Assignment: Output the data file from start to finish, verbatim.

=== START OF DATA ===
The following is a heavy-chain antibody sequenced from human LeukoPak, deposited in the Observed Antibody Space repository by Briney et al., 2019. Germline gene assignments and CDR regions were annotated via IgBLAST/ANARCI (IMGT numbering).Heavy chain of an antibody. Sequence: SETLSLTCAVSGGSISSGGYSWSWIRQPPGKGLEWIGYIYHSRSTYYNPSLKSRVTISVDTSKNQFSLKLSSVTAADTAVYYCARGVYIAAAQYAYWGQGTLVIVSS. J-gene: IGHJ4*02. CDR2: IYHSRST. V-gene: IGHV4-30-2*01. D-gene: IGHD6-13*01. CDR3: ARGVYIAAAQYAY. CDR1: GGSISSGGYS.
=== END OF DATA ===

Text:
The following is a heavy-chain antibody sequenced from human LeukoPak, deposited in the Observed Antibody Space repository by Briney et al., 2019. Germline gene assignments and CDR regions were annotated via IgBLAST/ANARCI (IMGT numbering).Heavy chain of an antibody. Sequence: SETLSLTCAVSGGSISSGGYSWSWIRQPPGKGLEWIGYIYHSRSTYYNPSLKSRVTISVDTSKNQFSLKLSSVTAADTAVYYCARGVYIAAAQYAYWGQGTLVIVSS. J-gene: IGHJ4*02. CDR2: IYHSRST. V-gene: IGHV4-30-2*01. D-gene: IGHD6-13*01. CDR3: ARGVYIAAAQYAY. CDR1: GGSISSGGYS.